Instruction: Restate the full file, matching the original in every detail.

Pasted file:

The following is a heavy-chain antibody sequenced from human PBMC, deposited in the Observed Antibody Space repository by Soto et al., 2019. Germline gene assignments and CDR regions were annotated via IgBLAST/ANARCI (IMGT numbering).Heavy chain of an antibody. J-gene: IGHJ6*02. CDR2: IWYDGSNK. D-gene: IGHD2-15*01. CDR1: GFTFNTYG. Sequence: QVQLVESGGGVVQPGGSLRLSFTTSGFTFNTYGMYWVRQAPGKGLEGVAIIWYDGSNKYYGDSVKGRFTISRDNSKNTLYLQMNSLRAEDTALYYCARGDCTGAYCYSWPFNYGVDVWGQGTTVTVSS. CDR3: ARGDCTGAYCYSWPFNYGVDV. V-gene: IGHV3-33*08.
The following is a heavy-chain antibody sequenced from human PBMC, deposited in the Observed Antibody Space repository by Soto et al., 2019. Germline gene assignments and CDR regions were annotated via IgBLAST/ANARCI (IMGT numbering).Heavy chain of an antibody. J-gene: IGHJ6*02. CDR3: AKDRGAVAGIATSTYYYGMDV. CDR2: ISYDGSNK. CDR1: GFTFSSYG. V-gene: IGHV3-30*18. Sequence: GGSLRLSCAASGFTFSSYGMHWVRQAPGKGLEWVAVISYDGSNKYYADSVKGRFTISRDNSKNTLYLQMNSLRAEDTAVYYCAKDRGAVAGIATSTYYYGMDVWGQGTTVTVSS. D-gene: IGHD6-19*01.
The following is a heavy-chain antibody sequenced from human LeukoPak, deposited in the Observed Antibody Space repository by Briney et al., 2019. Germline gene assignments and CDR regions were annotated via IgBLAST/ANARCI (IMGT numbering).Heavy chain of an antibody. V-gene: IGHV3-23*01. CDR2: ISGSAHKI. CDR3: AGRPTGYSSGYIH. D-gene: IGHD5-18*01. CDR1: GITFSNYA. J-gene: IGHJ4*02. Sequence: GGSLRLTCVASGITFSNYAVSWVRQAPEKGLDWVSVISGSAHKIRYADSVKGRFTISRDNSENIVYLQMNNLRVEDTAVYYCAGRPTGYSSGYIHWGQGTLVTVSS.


The following is a heavy-chain antibody sequenced from human PBMC, deposited in the Observed Antibody Space repository by Soto et al., 2019. Germline gene assignments and CDR regions were annotated via IgBLAST/ANARCI (IMGT numbering).Heavy chain of an antibody. J-gene: IGHJ6*02. CDR2: IWYDGSNK. D-gene: IGHD2-15*01. CDR1: GFTFNTYG. Sequence: QVQLVESGGGVVQPGGSLRLSFTTSGFTFNTYGMYWVRQAPGKGLEGVAIIWYDGSNKYYGDSVKGRFTISRDNSKNTLYLQMNSLRAEDTALYYCARGDCTGAYCYSWPFNYGVDVWGQGTTVTVSS. CDR3: ARGDCTGAYCYSWPFNYGVDV. V-gene: IGHV3-33*08.
The following is a heavy-chain antibody sequenced from human PBMC, deposited in the Observed Antibody Space repository by Soto et al., 2019. Germline gene assignments and CDR regions were annotated via IgBLAST/ANARCI (IMGT numbering).Heavy chain of an antibody. J-gene: IGHJ6*02. CDR3: AKDRGAVAGIATSTYYYGMDV. CDR2: ISYDGSNK. CDR1: GFTFSSYG. V-gene: IGHV3-30*18. Sequence: GGSLRLSCAASGFTFSSYGMHWVRQAPGKGLEWVAVISYDGSNKYYADSVKGRFTISRDNSKNTLYLQMNSLRAEDTAVYYCAKDRGAVAGIATSTYYYGMDVWGQGTTVTVSS. D-gene: IGHD6-19*01.
The following is a heavy-chain antibody sequenced from human LeukoPak, deposited in the Observed Antibody Space repository by Briney et al., 2019. Germline gene assignments and CDR regions were annotated via IgBLAST/ANARCI (IMGT numbering).Heavy chain of an antibody. V-gene: IGHV3-23*01. CDR2: ISGSAHKI. CDR3: AGRPTGYSSGYIH. D-gene: IGHD5-18*01. CDR1: GITFSNYA. J-gene: IGHJ4*02. Sequence: GGSLRLTCVASGITFSNYAVSWVRQAPEKGLDWVSVISGSAHKIRYADSVKGRFTISRDNSENIVYLQMNNLRVEDTAVYYCAGRPTGYSSGYIHWGQGTLVTVSS.